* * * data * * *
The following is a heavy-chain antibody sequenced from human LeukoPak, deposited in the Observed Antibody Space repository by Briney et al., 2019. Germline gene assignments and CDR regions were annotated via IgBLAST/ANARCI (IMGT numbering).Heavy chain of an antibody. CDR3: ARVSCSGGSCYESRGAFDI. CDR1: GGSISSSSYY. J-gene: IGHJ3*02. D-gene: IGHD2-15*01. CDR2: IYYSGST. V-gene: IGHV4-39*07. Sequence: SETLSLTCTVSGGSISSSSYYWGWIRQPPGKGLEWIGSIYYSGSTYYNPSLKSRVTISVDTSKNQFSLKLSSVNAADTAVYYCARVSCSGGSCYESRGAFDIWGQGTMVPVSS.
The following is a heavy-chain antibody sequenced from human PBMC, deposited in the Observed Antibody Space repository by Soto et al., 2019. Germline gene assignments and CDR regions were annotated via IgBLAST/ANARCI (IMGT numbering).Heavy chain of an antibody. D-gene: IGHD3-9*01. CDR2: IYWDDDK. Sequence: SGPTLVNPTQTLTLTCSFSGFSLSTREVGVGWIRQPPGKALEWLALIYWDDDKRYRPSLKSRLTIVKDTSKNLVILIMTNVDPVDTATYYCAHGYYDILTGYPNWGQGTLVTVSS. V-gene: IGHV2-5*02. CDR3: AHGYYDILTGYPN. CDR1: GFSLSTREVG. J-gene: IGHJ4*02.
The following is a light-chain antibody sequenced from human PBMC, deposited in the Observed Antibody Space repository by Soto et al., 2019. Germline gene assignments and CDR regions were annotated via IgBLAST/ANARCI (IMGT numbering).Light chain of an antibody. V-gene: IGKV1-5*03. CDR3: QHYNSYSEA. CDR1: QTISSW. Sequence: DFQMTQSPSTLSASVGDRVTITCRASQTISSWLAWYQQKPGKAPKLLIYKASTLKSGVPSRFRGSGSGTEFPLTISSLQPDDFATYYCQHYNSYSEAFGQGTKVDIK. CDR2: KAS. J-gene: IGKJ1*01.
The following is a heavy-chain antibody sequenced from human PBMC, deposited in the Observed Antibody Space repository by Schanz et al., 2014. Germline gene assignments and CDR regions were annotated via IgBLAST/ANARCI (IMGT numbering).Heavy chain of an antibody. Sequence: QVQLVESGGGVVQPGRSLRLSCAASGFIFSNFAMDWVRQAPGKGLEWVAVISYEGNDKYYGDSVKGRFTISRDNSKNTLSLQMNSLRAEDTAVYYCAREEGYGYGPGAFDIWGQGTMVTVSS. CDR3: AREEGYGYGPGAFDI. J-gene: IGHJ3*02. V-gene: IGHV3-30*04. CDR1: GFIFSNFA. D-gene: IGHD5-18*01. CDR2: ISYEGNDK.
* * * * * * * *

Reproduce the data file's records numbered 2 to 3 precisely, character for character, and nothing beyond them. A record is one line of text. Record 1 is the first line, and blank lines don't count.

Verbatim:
The following is a heavy-chain antibody sequenced from human PBMC, deposited in the Observed Antibody Space repository by Soto et al., 2019. Germline gene assignments and CDR regions were annotated via IgBLAST/ANARCI (IMGT numbering).Heavy chain of an antibody. D-gene: IGHD3-9*01. CDR2: IYWDDDK. Sequence: SGPTLVNPTQTLTLTCSFSGFSLSTREVGVGWIRQPPGKALEWLALIYWDDDKRYRPSLKSRLTIVKDTSKNLVILIMTNVDPVDTATYYCAHGYYDILTGYPNWGQGTLVTVSS. V-gene: IGHV2-5*02. CDR3: AHGYYDILTGYPN. CDR1: GFSLSTREVG. J-gene: IGHJ4*02.
The following is a light-chain antibody sequenced from human PBMC, deposited in the Observed Antibody Space repository by Soto et al., 2019. Germline gene assignments and CDR regions were annotated via IgBLAST/ANARCI (IMGT numbering).Light chain of an antibody. V-gene: IGKV1-5*03. CDR3: QHYNSYSEA. CDR1: QTISSW. Sequence: DFQMTQSPSTLSASVGDRVTITCRASQTISSWLAWYQQKPGKAPKLLIYKASTLKSGVPSRFRGSGSGTEFPLTISSLQPDDFATYYCQHYNSYSEAFGQGTKVDIK. CDR2: KAS. J-gene: IGKJ1*01.